- Zimbabwe’s former president Robert Mugabe said he feels let down by neighbouring countries
- He said he holds the Southern African Development Community (SADAC) in general, and South Africa, in particular to blame for his being forced into retirement
- He said he had reached out to South Africa who sent a team of negotiators
Robert Mugabe says he feels betrayed. Especially by his closest neighbour, South Africa.
Speaking to reporters for the first time since he was ousted as president of Zimbabwe by the army of his country in November last year, he laid responsibility at the feet of the government of former president, Jacob Zuma, and his administration which failed to act in any way he felt would have been helpful to him while he was negotiating his exit from office.
Briefly.co.za gathers that the ex-president is of the opinion that the inaction by his neighbours set what he termed a "bad precedent."
Saying he felt betrayed he hinted that he did understand the conditions in some other neighbouring countries. "Besides South Africa‚ most of them did not have the capacity to intervene. South Africa could have done more‚ but it didn't. They set a bad precedent‚" Mugabe said.
When Mugabe and his family were under house arrest at his private residence during the military operation‚ he phoned then president Jacob Zuma. Zuma in turn later sent a team of negotiators led by the then ministers of Defence and Military Veterans‚ Nosiviwe Mapisa-Nqakula‚ and State Security‚ Advocate Bongani Bongo.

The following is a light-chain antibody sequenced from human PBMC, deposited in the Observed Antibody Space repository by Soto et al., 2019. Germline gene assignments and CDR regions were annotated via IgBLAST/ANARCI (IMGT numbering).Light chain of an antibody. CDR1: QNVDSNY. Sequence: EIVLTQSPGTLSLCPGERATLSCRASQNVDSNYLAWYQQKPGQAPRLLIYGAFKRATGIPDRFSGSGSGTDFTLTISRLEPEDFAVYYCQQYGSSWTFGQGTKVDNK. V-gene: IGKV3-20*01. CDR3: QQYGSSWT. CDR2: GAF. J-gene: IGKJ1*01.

While the military operation was ongoing in the country, former deputy Emmerson Mnangagwa had fled to South Africa. He returned when Mugabe had been forced to resign, however, before returning home‚ he met with Zuma and his then deputy Cyril Ramaphosa.
He was later elevated to the office Mugabe had previously held and is the current president of Zimbabwe. Mnangagwa responded to Mugabe's comments by saying his former boss is free to do as he pleases since he resigned from office constitutionally.
"On 21 November 2017‚ former president Robert Mugabe tendered his resignation in terms of Section 96‚ subsection 1 of the Constitution of Zimbabwe. He is entitled to express himself freely‚ as in the case of any private citizen‚" Mnangagwa said.
However, others in the country are less tolerant of Mugabe's utterances. "He can't deal with his new reality. A cruel old dictator seeking public sympathy. Not from me. Instead spare a thought for the many killed under his watch and the millions of dreams he destroyed," Tweeted prominent Zimbabwean media owner, Trevor Ncube.
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